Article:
2. Clearly explain to the selected nurse that statements made in the interview will be recorded (audio, video, and/or written) and submitted to instructor. The interview is not intended for public access.
  3. Obtain permission from the selected nurse to participate in an interview about his or her
    1. memories of nursing and nursing education;
    2. contributions to nursing; and
    3. persons or events that have influenced his or her nursing practice.
  4. Carefully review the Milestone 1 Grading Criteria and Grading Rubric. Complete only Milestone 1 requirements at this time.
  5. Download the Milestone 1 Template. Save it to your computer in Microsoft Word 2010 (or later) as a .docx file with the file name Your Last Name Milestone 1.docx. Type directly on your saved Milestone 1 Template. Submit your completed Milestone 1 as instructed by Sunday of Week 1.
  6. NOTE: Do not complete the interview at this time.

Grading Criteria

Name of Selected Nurse1515%Provides first and last name of selected nurse with credentials.
Years Selected Nurse Has Been an RN1515%States the number of years the selected nurse has been an RN. Nurse must have held an RN license for at least 15 years.
Your Relationship With Selected Nurse2525%Describes details of your relationship with the selected nurse.
Why You Selected This Nurse4545%Explains details of why the selected nurse is making nursing history and was chosen as the subject of this Course Project.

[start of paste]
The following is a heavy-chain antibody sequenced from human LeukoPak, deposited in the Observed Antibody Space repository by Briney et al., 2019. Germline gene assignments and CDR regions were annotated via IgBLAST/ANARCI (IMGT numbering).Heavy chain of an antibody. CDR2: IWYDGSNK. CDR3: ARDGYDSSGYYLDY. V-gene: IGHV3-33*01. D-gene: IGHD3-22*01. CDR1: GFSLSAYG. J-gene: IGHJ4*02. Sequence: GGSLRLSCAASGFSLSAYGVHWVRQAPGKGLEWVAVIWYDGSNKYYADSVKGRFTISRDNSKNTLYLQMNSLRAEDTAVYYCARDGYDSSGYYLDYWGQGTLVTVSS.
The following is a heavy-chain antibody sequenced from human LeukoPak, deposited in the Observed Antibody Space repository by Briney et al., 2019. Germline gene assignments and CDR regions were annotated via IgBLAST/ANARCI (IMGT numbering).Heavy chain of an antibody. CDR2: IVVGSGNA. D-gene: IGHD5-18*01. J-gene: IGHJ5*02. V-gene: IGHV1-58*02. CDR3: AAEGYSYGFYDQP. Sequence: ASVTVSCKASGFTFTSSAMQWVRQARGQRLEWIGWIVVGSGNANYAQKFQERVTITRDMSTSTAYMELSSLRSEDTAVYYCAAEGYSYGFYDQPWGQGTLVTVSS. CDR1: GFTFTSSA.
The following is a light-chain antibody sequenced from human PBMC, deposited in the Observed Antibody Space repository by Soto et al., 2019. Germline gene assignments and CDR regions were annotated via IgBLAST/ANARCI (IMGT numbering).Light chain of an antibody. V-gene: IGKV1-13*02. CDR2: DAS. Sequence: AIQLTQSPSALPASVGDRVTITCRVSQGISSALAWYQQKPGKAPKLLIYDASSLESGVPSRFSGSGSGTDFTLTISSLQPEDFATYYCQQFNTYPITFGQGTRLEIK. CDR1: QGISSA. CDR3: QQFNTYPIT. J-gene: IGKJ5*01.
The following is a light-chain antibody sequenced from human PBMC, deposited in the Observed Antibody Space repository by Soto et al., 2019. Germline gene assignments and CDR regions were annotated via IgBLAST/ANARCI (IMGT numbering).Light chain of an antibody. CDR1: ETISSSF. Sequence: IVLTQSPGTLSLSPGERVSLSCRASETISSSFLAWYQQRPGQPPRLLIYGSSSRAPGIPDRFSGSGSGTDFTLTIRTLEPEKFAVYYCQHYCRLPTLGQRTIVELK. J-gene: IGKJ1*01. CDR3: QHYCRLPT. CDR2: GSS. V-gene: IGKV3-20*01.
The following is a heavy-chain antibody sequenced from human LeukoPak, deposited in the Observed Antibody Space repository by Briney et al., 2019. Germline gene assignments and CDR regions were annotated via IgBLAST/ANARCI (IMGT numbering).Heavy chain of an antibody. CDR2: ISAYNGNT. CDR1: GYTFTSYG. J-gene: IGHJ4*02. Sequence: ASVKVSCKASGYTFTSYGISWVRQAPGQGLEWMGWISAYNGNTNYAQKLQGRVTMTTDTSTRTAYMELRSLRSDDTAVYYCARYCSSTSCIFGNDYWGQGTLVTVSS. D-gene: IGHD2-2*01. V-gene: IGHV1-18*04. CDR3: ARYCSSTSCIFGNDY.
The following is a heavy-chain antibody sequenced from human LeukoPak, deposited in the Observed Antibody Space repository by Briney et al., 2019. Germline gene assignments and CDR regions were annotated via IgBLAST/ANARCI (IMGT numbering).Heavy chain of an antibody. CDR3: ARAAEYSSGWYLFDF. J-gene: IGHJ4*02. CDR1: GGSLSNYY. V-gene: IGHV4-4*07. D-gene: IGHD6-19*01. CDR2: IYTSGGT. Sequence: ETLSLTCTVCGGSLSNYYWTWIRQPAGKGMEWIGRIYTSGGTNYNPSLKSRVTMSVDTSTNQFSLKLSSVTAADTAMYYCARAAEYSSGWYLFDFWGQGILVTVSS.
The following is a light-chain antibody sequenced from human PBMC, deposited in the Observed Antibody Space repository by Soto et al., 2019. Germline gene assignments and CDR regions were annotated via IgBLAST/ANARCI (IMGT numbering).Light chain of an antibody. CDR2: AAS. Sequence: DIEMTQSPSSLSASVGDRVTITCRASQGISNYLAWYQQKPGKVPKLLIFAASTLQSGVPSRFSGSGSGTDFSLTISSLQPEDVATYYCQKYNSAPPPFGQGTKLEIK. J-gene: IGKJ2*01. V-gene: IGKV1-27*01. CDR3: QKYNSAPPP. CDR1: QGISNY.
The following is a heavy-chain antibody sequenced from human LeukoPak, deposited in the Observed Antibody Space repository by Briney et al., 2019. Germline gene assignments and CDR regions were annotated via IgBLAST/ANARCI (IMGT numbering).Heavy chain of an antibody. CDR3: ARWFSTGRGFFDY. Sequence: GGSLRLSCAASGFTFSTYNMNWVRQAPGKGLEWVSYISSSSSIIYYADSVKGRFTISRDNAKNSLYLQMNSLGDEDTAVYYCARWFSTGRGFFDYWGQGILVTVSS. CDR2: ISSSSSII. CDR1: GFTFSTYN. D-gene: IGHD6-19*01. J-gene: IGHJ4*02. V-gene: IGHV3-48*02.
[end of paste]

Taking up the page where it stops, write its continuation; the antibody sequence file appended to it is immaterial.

Total100 points100% 

Grading Rubric

Assignment CriteriaA (100%)




Outstanding or highest level of performance

B (88%)




Very good or high level of performance

C (80%)




Competent or satisfactory level of performance

NI (38%)


Needs Improvement

Poor or failing level of performance

F (0%)




Unsatisfactory level of performance

Name of Selected Nurse


15 points

States first and last name of the selected nurse and credentials (example, BSN, RN, FNP, etc.). Explains the meaning for each credential (example, RN is registered nurse).


15 points ☐

States first and last name of the selected nurse and credentials but with no explanation for the credentials.


13 points ☐

States first AND last name of the selected nurse.


12 points ☐

State first OR last name of the selected nurse.


6 points ☐

Does not state names or credentials of the selected nurse.


0 points ☐

Years Selected Nurse Has Been an RN


15 points